Posted 13th August 2014
What SROI reports are going on, right now, around the world? Over to our members…
SROI on Financial Capability Program
Dr Anton Mischewski says:
We are conducting an SROI for a regional Australian crisis and supported accommodation service, Shelter Housing Action Cairns that provides financial capability and literacy services as part of its support package.
The main client group is indigenous (Aboriginal and/or Torres Strait Island) women and their children escaping domestic violence. The biggest challenge for us is the seeming lack of similar studies that deal with the combination of women, indigenous, homelessness and financial capability. If anyone has experience of SROI in this nexus of indigenous, homelessness and financial capability, please let us know – contact Dr Anton Mischewski at [email protected]
SROI on National Australia Bank trainee programs
The National Australia Bank’s indigenous traineeship programs deliver $2.71 in value for every dollar invested, says a report into corporate support for Aboriginal employment programs.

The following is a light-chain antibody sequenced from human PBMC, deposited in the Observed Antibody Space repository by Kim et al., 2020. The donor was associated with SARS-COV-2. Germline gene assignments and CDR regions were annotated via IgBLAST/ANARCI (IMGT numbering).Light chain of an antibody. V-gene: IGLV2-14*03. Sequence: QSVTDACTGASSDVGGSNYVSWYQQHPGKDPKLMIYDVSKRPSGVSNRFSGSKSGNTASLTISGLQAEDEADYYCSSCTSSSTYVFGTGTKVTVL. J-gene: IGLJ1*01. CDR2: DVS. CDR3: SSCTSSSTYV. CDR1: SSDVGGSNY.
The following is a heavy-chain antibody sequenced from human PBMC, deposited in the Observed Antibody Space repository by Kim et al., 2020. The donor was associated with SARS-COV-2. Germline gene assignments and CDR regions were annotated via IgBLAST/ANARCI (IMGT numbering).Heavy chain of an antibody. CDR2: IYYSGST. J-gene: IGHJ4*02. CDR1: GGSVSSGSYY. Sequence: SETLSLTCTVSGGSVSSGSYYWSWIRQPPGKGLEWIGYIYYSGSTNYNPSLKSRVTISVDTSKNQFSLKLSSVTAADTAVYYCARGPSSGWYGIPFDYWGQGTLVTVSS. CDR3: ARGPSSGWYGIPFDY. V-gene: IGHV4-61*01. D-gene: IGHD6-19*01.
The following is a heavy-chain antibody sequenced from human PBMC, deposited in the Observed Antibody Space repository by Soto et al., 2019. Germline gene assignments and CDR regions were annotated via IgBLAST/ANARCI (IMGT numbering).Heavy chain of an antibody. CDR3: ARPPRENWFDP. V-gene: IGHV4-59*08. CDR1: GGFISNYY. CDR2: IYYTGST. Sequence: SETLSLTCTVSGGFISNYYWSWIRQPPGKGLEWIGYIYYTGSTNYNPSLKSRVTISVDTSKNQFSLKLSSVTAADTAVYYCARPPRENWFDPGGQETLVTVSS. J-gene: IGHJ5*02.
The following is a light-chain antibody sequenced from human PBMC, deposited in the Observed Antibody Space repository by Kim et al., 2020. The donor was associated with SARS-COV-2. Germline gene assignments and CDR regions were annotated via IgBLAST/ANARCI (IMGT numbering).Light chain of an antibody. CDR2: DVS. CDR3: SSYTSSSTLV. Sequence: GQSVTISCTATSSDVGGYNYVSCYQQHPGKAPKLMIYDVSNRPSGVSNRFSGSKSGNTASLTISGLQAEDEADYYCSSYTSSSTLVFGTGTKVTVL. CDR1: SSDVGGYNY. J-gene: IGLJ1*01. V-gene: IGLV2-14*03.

Full-time traineeship programs were even more valuable, delivering $3.14 for every dollar spent.
The report is the first time a commercial institution has attempted to put a value on corporate expenditure on indigenous employment.
Glen Brennan, head of the bank’s indigenous finance and development, said the training program had a far broader impact than “simply providing an income”. NAB has been running the program since 2009 and has trained 310 indigenous employees. Last year, 73 per cent of school-based trainees and 71 per cent of full-time trainees retained jobs at NAB.
The report, by Ernst and Young, assessed the broader social impact and financial impacts of NAB’s indigenous school-based and full-time traineeships delivered in the three years to financial year 2014 to stakeholders.
Mr Brennan said the road to closing the gap seemed daunting but there was no doubt the corporate sector had a crucial role to play in providing real and sustainable opportunities. “Everyone benefits from jobs and indigenous Australia is no different,” he said.
Using SROI to work with new Entrepreneurs